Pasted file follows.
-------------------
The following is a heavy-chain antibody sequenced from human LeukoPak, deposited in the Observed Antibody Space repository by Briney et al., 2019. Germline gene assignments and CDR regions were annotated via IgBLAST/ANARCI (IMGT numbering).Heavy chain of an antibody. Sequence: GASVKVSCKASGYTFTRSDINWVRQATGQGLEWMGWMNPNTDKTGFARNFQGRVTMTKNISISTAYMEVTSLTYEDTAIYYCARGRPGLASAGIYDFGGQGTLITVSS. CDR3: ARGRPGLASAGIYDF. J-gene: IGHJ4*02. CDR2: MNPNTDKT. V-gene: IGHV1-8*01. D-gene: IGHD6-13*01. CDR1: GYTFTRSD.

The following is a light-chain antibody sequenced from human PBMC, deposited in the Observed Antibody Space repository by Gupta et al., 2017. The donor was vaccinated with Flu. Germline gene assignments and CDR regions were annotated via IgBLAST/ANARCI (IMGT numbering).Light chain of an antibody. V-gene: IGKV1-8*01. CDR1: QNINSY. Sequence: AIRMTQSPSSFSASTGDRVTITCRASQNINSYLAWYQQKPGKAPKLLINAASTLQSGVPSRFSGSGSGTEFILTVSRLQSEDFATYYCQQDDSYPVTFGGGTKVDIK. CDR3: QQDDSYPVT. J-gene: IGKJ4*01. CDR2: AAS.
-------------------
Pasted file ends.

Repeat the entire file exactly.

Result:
The following is a heavy-chain antibody sequenced from human LeukoPak, deposited in the Observed Antibody Space repository by Briney et al., 2019. Germline gene assignments and CDR regions were annotated via IgBLAST/ANARCI (IMGT numbering).Heavy chain of an antibody. Sequence: GASVKVSCKASGYTFTRSDINWVRQATGQGLEWMGWMNPNTDKTGFARNFQGRVTMTKNISISTAYMEVTSLTYEDTAIYYCARGRPGLASAGIYDFGGQGTLITVSS. CDR3: ARGRPGLASAGIYDF. J-gene: IGHJ4*02. CDR2: MNPNTDKT. V-gene: IGHV1-8*01. D-gene: IGHD6-13*01. CDR1: GYTFTRSD.

The following is a light-chain antibody sequenced from human PBMC, deposited in the Observed Antibody Space repository by Gupta et al., 2017. The donor was vaccinated with Flu. Germline gene assignments and CDR regions were annotated via IgBLAST/ANARCI (IMGT numbering).Light chain of an antibody. V-gene: IGKV1-8*01. CDR1: QNINSY. Sequence: AIRMTQSPSSFSASTGDRVTITCRASQNINSYLAWYQQKPGKAPKLLINAASTLQSGVPSRFSGSGSGTEFILTVSRLQSEDFATYYCQQDDSYPVTFGGGTKVDIK. CDR3: QQDDSYPVT. J-gene: IGKJ4*01. CDR2: AAS.